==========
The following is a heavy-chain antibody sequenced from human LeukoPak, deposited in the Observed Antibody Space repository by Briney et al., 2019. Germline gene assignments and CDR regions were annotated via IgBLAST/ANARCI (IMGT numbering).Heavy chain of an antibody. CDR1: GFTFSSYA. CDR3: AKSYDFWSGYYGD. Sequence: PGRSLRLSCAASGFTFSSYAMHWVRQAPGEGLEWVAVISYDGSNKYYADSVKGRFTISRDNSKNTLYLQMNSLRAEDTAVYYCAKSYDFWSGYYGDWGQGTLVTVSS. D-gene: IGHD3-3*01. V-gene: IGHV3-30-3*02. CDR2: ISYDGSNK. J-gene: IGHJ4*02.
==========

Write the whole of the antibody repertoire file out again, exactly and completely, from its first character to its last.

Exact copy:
The following is a heavy-chain antibody sequenced from human LeukoPak, deposited in the Observed Antibody Space repository by Briney et al., 2019. Germline gene assignments and CDR regions were annotated via IgBLAST/ANARCI (IMGT numbering).Heavy chain of an antibody. CDR1: GFTFSSYA. CDR3: AKSYDFWSGYYGD. Sequence: PGRSLRLSCAASGFTFSSYAMHWVRQAPGEGLEWVAVISYDGSNKYYADSVKGRFTISRDNSKNTLYLQMNSLRAEDTAVYYCAKSYDFWSGYYGDWGQGTLVTVSS. D-gene: IGHD3-3*01. V-gene: IGHV3-30-3*02. CDR2: ISYDGSNK. J-gene: IGHJ4*02.